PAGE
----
Iteration is one of the most significant tools a designer has to achieve the right design solution. The character sheet has undergone more iterations than any single element in the whole game. In the diagram above I show 8 iterations of just the Strength attribute and an equip square from the character sheet, yet the character sheet as a whole as undergone even more. I’ve gone through the alphabet almost twice while naming each version: version-a, version-b, etc. etc.
There were two primary factors driving this:
- How do we track attribute values on the character sheet (without pen and paper)?
- What is the right aesthetic that fits our theme?
Below, I briefly explain the thinking behind each iteration shown above.
- Hand drawn (copic), then scanned. Size is ¾ × ¾ inch. Equipment tiles at the time were the same size. I am think of using a D6 to track each attribute from values 1-6, then another custom D6 from values 7-12. No math has been done to determine if this will scale. Can a player earn an attribute higher than 12?
- The previous aesthetic seemed too rough. Changed to a smoother, digitally painted look. After a print test, it was evident that ¾ × ¾ inch was too small for equipment, so the size of all squares were increased to 1×1 inches.
- Added some color to equip squares. We did some preliminary calculations and realized that 2 dice will not be enough, maybe not even 4 dice will be enough. With the number of attributes needed to track, we were looking at close to 500 dice to be included in each box!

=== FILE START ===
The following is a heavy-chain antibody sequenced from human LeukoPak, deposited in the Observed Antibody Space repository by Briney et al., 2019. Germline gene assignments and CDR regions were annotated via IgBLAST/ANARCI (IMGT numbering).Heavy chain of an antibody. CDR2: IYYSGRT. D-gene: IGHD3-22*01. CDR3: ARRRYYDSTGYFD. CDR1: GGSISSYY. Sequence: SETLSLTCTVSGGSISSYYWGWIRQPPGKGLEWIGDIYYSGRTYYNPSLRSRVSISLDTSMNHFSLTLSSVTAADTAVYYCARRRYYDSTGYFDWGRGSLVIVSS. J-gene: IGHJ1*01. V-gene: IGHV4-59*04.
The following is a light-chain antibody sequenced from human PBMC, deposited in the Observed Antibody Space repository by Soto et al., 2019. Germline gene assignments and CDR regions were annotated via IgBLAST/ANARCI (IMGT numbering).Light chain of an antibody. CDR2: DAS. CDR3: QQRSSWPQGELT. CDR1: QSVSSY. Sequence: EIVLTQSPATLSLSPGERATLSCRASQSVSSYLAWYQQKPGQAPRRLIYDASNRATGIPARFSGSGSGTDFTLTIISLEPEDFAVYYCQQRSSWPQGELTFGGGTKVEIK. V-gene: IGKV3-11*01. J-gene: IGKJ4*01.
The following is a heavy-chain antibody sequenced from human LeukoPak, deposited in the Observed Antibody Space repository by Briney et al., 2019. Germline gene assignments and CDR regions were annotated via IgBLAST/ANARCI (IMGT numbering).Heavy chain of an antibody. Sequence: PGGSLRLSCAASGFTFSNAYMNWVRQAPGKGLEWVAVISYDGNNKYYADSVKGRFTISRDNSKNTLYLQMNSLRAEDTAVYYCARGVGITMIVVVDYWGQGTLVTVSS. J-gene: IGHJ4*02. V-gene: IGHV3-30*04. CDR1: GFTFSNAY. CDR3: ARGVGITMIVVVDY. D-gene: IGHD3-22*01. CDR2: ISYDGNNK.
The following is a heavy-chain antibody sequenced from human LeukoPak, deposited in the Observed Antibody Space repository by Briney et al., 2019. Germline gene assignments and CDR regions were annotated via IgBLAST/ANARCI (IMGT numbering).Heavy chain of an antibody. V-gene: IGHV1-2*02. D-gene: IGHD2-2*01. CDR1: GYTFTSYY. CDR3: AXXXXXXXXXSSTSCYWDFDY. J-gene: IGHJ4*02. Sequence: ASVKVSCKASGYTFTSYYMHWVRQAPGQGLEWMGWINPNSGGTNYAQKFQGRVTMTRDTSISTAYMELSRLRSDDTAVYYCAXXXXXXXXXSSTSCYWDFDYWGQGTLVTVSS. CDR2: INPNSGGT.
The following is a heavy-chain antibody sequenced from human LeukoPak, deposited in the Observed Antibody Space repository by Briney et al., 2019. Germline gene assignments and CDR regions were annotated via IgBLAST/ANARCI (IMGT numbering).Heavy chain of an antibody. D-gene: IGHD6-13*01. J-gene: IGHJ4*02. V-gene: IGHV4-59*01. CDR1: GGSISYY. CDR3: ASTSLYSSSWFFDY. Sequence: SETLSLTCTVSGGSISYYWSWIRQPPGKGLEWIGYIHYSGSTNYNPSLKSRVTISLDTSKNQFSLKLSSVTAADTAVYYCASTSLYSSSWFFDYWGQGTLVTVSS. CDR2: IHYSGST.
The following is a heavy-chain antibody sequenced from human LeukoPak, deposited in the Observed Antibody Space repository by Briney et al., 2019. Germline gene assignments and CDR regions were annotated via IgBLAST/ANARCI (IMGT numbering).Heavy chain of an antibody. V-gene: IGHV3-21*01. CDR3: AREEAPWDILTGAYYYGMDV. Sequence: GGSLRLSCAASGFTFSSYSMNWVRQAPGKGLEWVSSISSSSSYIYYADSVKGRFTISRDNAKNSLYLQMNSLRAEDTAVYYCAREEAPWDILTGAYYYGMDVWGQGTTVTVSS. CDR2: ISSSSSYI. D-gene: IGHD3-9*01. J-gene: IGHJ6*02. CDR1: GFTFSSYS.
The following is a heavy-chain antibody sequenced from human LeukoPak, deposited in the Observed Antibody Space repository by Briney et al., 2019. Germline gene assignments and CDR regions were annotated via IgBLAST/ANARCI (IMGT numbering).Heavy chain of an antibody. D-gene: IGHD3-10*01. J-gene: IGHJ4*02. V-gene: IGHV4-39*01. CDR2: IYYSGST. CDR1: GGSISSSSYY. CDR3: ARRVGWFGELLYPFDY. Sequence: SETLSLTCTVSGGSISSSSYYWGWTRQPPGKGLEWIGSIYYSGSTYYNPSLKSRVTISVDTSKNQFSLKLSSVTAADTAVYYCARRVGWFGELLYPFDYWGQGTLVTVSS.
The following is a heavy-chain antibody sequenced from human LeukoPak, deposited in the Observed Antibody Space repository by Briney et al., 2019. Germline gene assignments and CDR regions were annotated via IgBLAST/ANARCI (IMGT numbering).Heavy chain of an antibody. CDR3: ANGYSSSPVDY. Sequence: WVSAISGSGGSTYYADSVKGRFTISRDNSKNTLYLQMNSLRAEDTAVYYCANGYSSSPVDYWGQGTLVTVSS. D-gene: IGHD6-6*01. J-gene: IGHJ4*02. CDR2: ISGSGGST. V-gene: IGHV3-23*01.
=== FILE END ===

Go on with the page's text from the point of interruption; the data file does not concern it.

- Previous designs were still too plain. Switched to bitmapped graphic design / art. Aesthetic is closer to what we want, but ultimately was too gritty. We’re thinking about using numbered tiles instead of dice.
- Changed equip squares to be inset to signal to players that things go in or on these squares.
- An outlier: changed to full vector art (so we can scale the art to any size as needed) and explored a completely different aesthetic. My 6 year old daughter loved this the most, but ultimately, this was not the aesthetic we were going for.
- Arriving at the right middle ground in terms of aesthetic. It’s still clean, vector art, but doesn’t look like you will use your strength to bake cup cakes. Switched to a rectangle to accommodate two dice at once so players can simply read the actual values without having to do a calculation in their heads. (I will write a future post on our dice solution.)
- Squares are featured prominently and the rectangle felt like it broke this continuity. Switched to two squares, side-by-side.